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Buying a Triathlon Wetsuit for the Swim Leg of a Triathlon

What features should I look for?

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Sleeve or Sleeveless Triathlon Wetsuit?

Sleeve or Sleeveless Triathlon Wetsuit?

Sandra Mu/Getty Images
Want to be a faster swimmer in a triathlon? Get a triathlon-type, swim-specific wetsuit.

What features should I look for in triathlon wetsuits?

  • Proper fit.
    The suit must be comfortable from crotch to shoulder; it must not limit your mobility or shoulder/arm reach. If it does, then it will hinder your swimming ability instead of helping it. It needs to fit in the torso - chest, waist, etc., but the most important fit dimension is crotch to shoulders. Arm length and leg length are not very important. Additionally, while some find it odd, shorter legs and arms on a wetsuit can make it faster to remove, too - but that is a function of the brand design, not something to look for in choosing a size.
  • Material layout.
    A wetsuit should have differing thicknesses of material in different parts. The shoulders and arms should be thinner; the chest and parts of the legs a bit thicker. How much thicker or thinner is different from brand to brand, but a wetsuit that is the same thickness throughout is going to be inferior in some way to a wetsuit that has varied thicknesses. You need more flexibility (thinner) in the parts that move a lot (usually the arms and shoulders, sometimes parts of the legs if you are a big kicker) and more floatation (thicker) in the right parts (generally the torso and the upper legs). The ends of the arms and legs should be extra-flexible, both to afford a good watertight seal, and to allow stretching to get the suit off faster. Remember, generally speaking, within any one price level the wetsuits will use types of neoprene with similar performance factors. You pay more for neoprene that "does" more.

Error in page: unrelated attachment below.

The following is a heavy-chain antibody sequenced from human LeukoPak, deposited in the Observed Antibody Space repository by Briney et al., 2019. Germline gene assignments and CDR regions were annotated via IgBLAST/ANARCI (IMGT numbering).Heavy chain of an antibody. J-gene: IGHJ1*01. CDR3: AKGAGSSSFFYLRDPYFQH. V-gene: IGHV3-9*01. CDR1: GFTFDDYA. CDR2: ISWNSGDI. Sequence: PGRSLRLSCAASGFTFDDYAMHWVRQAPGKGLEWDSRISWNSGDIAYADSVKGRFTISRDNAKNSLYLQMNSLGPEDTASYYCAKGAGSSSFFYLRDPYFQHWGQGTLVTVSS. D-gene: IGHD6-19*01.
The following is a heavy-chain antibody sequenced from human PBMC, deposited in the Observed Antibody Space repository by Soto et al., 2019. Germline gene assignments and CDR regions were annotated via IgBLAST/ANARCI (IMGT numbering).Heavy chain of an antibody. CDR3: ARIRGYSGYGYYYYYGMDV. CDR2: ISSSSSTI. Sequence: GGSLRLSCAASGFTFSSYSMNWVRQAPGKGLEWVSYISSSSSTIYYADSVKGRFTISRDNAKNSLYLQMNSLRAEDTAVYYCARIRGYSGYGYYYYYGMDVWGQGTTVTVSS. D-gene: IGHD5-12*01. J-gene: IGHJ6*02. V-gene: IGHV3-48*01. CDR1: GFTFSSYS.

• Neck and wrist seals.
    A triathlon wetsuit should not let water flow in and out, and it should not hold water next to your body. That water becomes extra weight that you must carry with you during the swim. No one wants to add pounds to their race weight! A good neck-seal is paramount. Without that seal, the neck becomes a water scoop and the suit will fill with water. Same thing with the wrist - a loose wrist cuff becomes a water scoop (note that the ankles should have a good seal, too, but they can act as a release in some brands, too). All the mid and top-end suits have this, but they might do it with a different method. Trying on a suit is the best way to find out if the way they wrap around your neck will work for you, or will make you feel like you are being mugged.
  • Ease of exit.
    Can you get out of the wetsuit? If the suit makes your swim one-minute faster, but it takes an extra minute to get the suit off, there is not much gain. Zippers help here; one of the non-zippered wetsuits that came out a few years ago has added a zipper to make taking the thing off faster. Back to that neck, wrist and ankle seal - the suit must seal, but it must also allow you to get out - you don't want the suit to become handcuffs or legcuffs.
  • Sleeved or sleeveless?
    That is more of a personal preference, but almost everyone is faster in a full suit (with sleeves) than in a sleeveless suit, no matter what they say or think about losing some feel for the water. Sleeves reduce drag, sleeves help with float, and that adds up to more potential speed
  • Construction.
    A glued and stitched wetsuit should be more durable than a wetsuit that is just glued or just stitched, and for the price you pay for a tri-specific wetsuit, you want it to last for a while.
  • Warranty and service.
    I would only buy a wetsuit that is backed by the manufacturer. Will they repair any damage caused by manufacturing errors? Can I get the suit repaired when I damage it with my fingernails or when I try to put it on too quickly and tear it?
  • Which features don't I need?
    Tough question. More zippers, less zippers, break-away-zippers, different color panels, or extra-super-duper-super-metal-ceramic-carbon-fiber-silicone-impregnated-patented-double-secret-neoprene extra's don't make suits in the same price range slower or faster, just different. The number one concern is fit, crotch to shoulders. What fits you is the one big feature you must have - the rest are all personal preference.
  • What should I expect to pay?
    Around $300 for a good mid-range suit, and almost double that for the top-end from some manufacturers.
  • What questions should I ask before buying?
    You probably need to ask about all of the above - fit, construction, warranty, etc. You need to ask some questions of yourself, too. Can I afford this much for this wetsuit - is the cost of the top-end suit worth it to me, or is the mid-point one going to meet my needs? Would the $100 difference be better spent on a coach, new running shoes, or taking my significant other out for dinner to keep me in their good graces?

Whatever you decide, a triathlon-specific wetsuit will help make you a faster triathlon swimmer. This is one product that really works!

Swim On!

Mat

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